Friday, October 27, 2023

The Other Americans, by Laila Lalami: A Powerful Feat of Polyphony

"Perhaps memory is not merely preservation of a moment in the mind, but the process of repeatedly returning to it, carefully breaking it up in parts and assembling them again until we can make sense of what we remember."

Laila Lalami's 2019 novel The Other Americans has been on my radar for some time, but it wasn't until after I got to briefly chat with her and then introduce her (embarrassingly, I totally botched her name, but that's a story for another time) for a class she was teaching at StoryStudio earlier this year that I finally picked up her novel. And it wasn't until a recent conversation with a new friend -- the new friend who said it was the best book she'd read in a long time -- that I finally decided to read it.

I loved it. It's an amazing novel, for several reasons, not the least of which is that it's easy to tell how in the hands of any lesser a novelist, this would've been a mess. That's because Lalami writes from the point of view of at least 10 different characters. Even that isn't all that unusual. But what is unusual -- and even more unusual that it's done so well -- is that she writes all these characters in the first person. They all are unique and authentic, and this polyphony-in-narrative of a diverse set of voices and a diverse cast of characters makes this novel feel well-rounded and whole.

The story is about a Moroccan immigrant family living in a small town in the Mojave Desert near Palm Springs. At the beginning of the novel, the father is killed in a tragic hit-and-run accident outside of the diner he owns. Daughter Nora rushes home from Oakland to be with her family and begin trying to understand the senseless and seemingly randomness of this accident. But is it senseless? Is it random?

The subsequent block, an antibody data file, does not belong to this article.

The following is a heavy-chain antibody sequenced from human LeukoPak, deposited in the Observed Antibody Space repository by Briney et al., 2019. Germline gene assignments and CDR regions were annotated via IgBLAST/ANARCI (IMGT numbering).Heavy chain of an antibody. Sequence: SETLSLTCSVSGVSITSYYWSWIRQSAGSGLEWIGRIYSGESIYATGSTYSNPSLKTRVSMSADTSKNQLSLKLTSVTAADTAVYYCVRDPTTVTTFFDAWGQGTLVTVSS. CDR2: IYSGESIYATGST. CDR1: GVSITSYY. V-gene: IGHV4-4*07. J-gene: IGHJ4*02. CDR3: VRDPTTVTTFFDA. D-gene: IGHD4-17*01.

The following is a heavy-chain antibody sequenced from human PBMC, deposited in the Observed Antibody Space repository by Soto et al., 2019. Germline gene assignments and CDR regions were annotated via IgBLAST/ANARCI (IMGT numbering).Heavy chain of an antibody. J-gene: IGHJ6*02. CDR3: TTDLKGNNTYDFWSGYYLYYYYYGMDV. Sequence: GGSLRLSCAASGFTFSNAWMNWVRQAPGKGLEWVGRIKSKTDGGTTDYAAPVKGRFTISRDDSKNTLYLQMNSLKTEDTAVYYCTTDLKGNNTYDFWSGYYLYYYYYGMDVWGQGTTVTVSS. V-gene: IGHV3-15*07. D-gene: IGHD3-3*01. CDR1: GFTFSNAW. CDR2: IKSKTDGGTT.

The novel unfolds in the aforementioned multiple voices -- Nora, Mora's mother, a police officer and Iraq veteran named Jeremy, the owner of the bowling alley next to the father's diner, and a Mexican immigrant who may have witnessed what happened, among several others. But it's not just a multi-narrator novel, it's also a multi-genre story. It is, at once: 
  • A mystery, then a MURDER mystery
  • A coming-of-age story about finding your path, finding your voice, making art
  • A story about sibling rivalry, parental expectations, and family dynamics
  • A love story
  • A war story
  • A comment on mediocre white men, racism, sexism, and violence
  • A story of an immigrant family colliding with American norms that make little sense to them.
Lalami pulls all this off in 300 pages. You often hear the term "tightly spun" bandied about fairly frequently, but I can tell you this novel is THE definition of a tightly spun narrative. 

Some of the best books I've read this year have been couple-years-old novels (hello, The People We Keep, by Allison Larkin), and this one joins them. Enjoyed this immensely. Read this!

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